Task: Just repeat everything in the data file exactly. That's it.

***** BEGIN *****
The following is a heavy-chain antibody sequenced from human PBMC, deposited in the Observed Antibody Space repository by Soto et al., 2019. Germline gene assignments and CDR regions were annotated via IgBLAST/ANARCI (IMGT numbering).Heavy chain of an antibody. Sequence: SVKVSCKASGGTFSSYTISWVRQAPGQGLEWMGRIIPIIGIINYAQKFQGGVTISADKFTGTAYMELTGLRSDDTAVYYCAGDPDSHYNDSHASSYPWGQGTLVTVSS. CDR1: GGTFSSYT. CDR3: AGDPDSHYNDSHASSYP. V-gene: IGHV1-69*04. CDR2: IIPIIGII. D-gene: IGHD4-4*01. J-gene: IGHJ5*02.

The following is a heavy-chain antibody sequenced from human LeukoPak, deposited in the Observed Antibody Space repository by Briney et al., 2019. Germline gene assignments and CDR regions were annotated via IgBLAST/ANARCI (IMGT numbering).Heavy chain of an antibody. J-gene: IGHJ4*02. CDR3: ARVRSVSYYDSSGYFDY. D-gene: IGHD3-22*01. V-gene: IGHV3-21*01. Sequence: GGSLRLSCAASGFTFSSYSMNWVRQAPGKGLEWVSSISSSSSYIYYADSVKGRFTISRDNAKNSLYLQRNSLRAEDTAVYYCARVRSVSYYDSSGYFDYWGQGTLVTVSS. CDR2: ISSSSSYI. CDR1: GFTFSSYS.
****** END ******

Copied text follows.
The following is a heavy-chain antibody sequenced from human PBMC, deposited in the Observed Antibody Space repository by Soto et al., 2019. Germline gene assignments and CDR regions were annotated via IgBLAST/ANARCI (IMGT numbering).Heavy chain of an antibody. Sequence: SVKVSCKASGGTFSSYTISWVRQAPGQGLEWMGRIIPIIGIINYAQKFQGGVTISADKFTGTAYMELTGLRSDDTAVYYCAGDPDSHYNDSHASSYPWGQGTLVTVSS. CDR1: GGTFSSYT. CDR3: AGDPDSHYNDSHASSYP. V-gene: IGHV1-69*04. CDR2: IIPIIGII. D-gene: IGHD4-4*01. J-gene: IGHJ5*02.

The following is a heavy-chain antibody sequenced from human LeukoPak, deposited in the Observed Antibody Space repository by Briney et al., 2019. Germline gene assignments and CDR regions were annotated via IgBLAST/ANARCI (IMGT numbering).Heavy chain of an antibody. J-gene: IGHJ4*02. CDR3: ARVRSVSYYDSSGYFDY. D-gene: IGHD3-22*01. V-gene: IGHV3-21*01. Sequence: GGSLRLSCAASGFTFSSYSMNWVRQAPGKGLEWVSSISSSSSYIYYADSVKGRFTISRDNAKNSLYLQRNSLRAEDTAVYYCARVRSVSYYDSSGYFDYWGQGTLVTVSS. CDR2: ISSSSSYI. CDR1: GFTFSSYS.